As budget cuts continue to plague the University, it’s more important than ever for graduate students to apply for Residency. Basically, if you want in-state tuition after the first year, you must establish NC residency. This is important because the doctoral stipends only grant out-of-state tuition remission for the first year, and I’m sure master’s students don’t want to be paying the out-of-state tuition rate for two years.

The residency process is one that should be begun as soon as possible. By NC law, only students with 12 months of uninterrupted domicile in North Carolina are eligible for in-state tuition. Essentially, this burden is on you. The timer starts when you’ve established preponderance of evidence of being domiciled in NC at least a year before the start of the upcoming school year.

It is important to note that you cannot be listed as a dependent on your parents’ taxes — if you’re a dependent, you’re automatically disqualified. If you’re 24 or under, the application will basically strong-arm you into providing copies of your parents’ tax returns to prove this.

As the academic year generally starts in mid-late August, we recommend students arrive by early August and begin the process (registering your car here, registering to vote, getting a driver’s license, opening a bank account, having a lease that starts by early August, etc.) as soon as possible so you’ll have just a bit over a year by the application season in the upcoming year (deadline usually in early September of the following year).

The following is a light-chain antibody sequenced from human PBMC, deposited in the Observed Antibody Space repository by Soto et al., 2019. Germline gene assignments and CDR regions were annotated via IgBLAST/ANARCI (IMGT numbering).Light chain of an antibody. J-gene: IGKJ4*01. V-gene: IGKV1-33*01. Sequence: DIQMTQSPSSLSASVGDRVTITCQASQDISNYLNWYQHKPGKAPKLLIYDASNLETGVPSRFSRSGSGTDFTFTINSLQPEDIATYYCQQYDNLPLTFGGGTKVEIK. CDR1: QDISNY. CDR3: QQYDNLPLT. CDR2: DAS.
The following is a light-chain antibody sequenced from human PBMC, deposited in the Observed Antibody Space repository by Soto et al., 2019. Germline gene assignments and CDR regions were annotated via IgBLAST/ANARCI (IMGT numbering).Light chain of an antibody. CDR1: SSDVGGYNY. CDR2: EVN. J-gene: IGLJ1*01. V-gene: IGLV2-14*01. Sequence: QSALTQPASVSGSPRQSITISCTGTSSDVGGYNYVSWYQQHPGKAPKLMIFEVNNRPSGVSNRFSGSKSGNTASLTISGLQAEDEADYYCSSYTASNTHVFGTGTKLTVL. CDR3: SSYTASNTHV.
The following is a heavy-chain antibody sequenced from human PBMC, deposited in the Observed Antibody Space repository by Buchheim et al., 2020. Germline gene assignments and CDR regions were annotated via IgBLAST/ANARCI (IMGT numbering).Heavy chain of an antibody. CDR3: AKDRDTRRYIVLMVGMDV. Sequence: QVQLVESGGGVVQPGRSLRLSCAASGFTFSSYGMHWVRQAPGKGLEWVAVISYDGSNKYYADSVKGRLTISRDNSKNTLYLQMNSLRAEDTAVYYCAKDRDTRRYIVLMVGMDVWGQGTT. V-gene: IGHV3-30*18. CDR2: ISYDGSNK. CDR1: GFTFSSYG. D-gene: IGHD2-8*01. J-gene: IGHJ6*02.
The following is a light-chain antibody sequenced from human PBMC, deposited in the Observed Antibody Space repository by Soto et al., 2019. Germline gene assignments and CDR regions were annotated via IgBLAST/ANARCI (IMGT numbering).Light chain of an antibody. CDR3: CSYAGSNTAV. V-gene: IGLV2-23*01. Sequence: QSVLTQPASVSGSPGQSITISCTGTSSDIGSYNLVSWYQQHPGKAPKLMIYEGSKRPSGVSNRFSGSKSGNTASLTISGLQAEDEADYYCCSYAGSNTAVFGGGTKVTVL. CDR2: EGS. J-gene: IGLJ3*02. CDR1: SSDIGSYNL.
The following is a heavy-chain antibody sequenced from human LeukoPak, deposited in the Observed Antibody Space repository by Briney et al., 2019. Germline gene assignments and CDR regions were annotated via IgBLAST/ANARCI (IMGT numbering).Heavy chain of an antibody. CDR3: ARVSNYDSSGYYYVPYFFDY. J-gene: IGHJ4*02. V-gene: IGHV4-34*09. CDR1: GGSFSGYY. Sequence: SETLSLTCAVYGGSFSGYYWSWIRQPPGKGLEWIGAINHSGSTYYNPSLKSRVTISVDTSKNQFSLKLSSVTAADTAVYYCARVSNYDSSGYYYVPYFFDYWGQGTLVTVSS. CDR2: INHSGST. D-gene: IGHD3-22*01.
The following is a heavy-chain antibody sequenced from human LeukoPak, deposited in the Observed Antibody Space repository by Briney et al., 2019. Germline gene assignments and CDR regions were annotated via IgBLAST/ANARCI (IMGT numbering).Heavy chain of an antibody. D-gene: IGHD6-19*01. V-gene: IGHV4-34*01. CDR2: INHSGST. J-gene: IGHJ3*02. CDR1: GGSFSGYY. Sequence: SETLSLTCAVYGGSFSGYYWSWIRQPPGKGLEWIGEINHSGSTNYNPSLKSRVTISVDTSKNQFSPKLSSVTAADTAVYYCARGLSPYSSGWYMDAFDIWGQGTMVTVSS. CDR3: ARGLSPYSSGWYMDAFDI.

There are three main stages to this process:

  1. collecting evidence (as soon as you arrive in NC!)
  2. submitting an application (around 1 year of residency)
  3. appeals (hopefully not, though!)

Review the information in the guides at the bottom and start collecting evidence of residency before the start of class this year (i.e. mid-August):
a. NC Driver’s license
b. Register car in NC
c. Car insurance in NC
d. Chapel Hill and/or Carrboro library card
e. Register to vote in NC (and actually vote in elections!)
f. Officially change your bank account address (and credit cards) to your NC address
g. And anything else that is listed or that would have your address listed (such as a utility bill at your residence).
h. Get involved in the community outside of UNC. Any non-university activity (from kickball to music to dance classes, etc) will look really good on your residency application.

The residency review panel really wants to know: Are you coming to UNC only for school? Or are you making an attempt to become an NC resident and spend tax dollars in NC for years to come? Please contact us (, Melissa Hobgood (, or Tiffany Harris ( if you need individualized counseling, including a review of your statement.

NC Residency Website:
Full Manual:
Registrar’s Residency guide:
The slightly more useful GPSF Residency guide:
Residency Application (enrolled students can look at this now, but you won’t fill it out until the summer after your first year):